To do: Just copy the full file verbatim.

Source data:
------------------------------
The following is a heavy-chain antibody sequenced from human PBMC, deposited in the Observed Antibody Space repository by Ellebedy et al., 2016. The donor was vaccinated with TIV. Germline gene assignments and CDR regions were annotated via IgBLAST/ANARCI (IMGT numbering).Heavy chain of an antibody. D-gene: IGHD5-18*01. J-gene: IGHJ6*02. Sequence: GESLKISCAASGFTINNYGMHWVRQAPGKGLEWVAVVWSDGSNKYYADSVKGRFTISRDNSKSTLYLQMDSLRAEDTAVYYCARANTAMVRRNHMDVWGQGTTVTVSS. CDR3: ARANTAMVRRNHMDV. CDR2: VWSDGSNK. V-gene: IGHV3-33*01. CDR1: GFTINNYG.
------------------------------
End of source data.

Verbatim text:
The following is a heavy-chain antibody sequenced from human PBMC, deposited in the Observed Antibody Space repository by Ellebedy et al., 2016. The donor was vaccinated with TIV. Germline gene assignments and CDR regions were annotated via IgBLAST/ANARCI (IMGT numbering).Heavy chain of an antibody. D-gene: IGHD5-18*01. J-gene: IGHJ6*02. Sequence: GESLKISCAASGFTINNYGMHWVRQAPGKGLEWVAVVWSDGSNKYYADSVKGRFTISRDNSKSTLYLQMDSLRAEDTAVYYCARANTAMVRRNHMDVWGQGTTVTVSS. CDR3: ARANTAMVRRNHMDV. CDR2: VWSDGSNK. V-gene: IGHV3-33*01. CDR1: GFTINNYG.